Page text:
Biggest Tech Story of the Year or More Fake News?
At the beginning of October 2018, Bloomberg Businessweek published an article revealing that Chinese spies allegedly used a tiny surveillance chip to infiltrate America’s top 30 companies, such as Apple and Amazon. This report aroused great interest in the tech community, but its implications spread far more than the tech world and can influence the personal security of each of us.
This is crazy:
Chinese spies planting secret micro-chips on the servers of huge American tech companies. Is this a James Bond movie? No! And according to 17 extensive interviews with corporate and government sources, this scenario is highly plausible.
Here’s what you need to know:
As reported by Bloomberg Businessweek, Chinese infiltrators stealthily implanted tiny chips, (about the size of a grain of rice), on machines made by Super Micro company, one of the world’s largest server manufacturers. The servers made by Super Micro were used by the Department of Defense, the Navy, the CIA’s drone operations, and hundreds of other organizations in the United States. These tiny chips allegedly spied on the servers’ operations, collecting high-value corporate secrets and sensitive government networks, and then reported this back to the Chinese military.
“In many cases, companies outsourced the design of products to manufacturing partners in order to reduce costs. This means that companies had little idea of which components had been used. In such cases, planting a little spy chip could be relatively easy.”
One of the interviewees in Bloomberg’s report is a former Apple product design engineer. She worked for years with Chinese companies that manufacture lines for dozens of Apple’s products. To her knowledge, it would be fairly easy for the Chinese military to sneak tiny spy chips into products, since there are usually numerous components on an average server main logic board, making it almost impossible to check each and every component.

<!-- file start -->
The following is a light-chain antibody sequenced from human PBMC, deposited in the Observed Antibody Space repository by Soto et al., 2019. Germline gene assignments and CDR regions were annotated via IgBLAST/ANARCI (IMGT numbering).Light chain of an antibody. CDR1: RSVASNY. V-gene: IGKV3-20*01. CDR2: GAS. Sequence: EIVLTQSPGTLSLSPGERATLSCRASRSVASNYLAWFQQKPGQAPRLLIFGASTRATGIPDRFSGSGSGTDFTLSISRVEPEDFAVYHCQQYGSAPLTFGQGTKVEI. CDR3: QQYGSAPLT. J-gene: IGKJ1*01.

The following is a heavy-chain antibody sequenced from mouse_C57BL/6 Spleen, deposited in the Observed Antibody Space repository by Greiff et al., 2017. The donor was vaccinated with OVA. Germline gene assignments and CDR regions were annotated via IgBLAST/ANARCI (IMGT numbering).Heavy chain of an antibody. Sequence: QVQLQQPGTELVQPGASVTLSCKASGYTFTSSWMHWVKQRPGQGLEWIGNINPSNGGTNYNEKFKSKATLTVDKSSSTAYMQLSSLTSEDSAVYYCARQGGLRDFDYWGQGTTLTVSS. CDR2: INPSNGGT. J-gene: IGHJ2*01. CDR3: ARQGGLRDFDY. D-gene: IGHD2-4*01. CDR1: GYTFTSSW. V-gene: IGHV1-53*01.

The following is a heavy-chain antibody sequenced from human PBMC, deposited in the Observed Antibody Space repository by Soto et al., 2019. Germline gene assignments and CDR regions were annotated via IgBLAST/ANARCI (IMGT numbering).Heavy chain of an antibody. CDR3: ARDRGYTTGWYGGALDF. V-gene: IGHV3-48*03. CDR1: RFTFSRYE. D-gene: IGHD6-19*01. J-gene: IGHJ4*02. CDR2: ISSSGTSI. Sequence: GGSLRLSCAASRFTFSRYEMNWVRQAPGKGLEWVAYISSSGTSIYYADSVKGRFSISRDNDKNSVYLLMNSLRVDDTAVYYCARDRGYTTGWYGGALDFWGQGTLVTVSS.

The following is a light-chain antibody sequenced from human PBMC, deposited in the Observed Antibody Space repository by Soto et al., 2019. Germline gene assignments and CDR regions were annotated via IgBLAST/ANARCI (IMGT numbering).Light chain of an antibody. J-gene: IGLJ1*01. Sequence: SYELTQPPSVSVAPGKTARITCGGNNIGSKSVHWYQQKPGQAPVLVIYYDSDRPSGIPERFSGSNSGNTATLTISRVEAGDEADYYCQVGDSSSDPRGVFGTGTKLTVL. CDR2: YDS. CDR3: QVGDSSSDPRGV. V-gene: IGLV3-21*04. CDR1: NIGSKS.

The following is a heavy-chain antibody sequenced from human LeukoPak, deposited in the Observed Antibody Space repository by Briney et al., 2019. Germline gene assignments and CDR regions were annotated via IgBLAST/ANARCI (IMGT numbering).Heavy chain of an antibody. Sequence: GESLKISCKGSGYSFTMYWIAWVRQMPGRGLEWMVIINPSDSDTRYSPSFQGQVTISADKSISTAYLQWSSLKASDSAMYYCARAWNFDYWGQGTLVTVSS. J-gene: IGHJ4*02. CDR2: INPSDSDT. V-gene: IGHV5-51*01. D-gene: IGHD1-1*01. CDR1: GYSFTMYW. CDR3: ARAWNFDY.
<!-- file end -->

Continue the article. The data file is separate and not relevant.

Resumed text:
How Did It All Come to Light?
The story started in 2015, Bloomberg’s sources tell, when Amazon were looking for ways to expand their Prime Video service. One company that was evaluated by Amazon is Elemental Technologies, whose machinery and servers were already utilized by several big companies. To complete the evaluation process, Amazon hired a third-party company that examined Elemental’s security.
Soon, some troubling issues were discovered:
Several Elemental servers were sent to Ontario, Canada for a closer inspection. There, the testers found a tiny micro-chip that was not included in the original motherboard design. These motherboards were supplied to Elemental by Super Micro company. This discovery sparked big worries, as Amazon, Apple, and other huge tech companies were already using these motherboards on their servers.
Sources state that investigators determined that the chip, which was inserted in Chinese subcontract factories, allowed remote attackers to infiltrate private networks in a more sophisticated method than software-based attacks.
A Song of Truth and Denial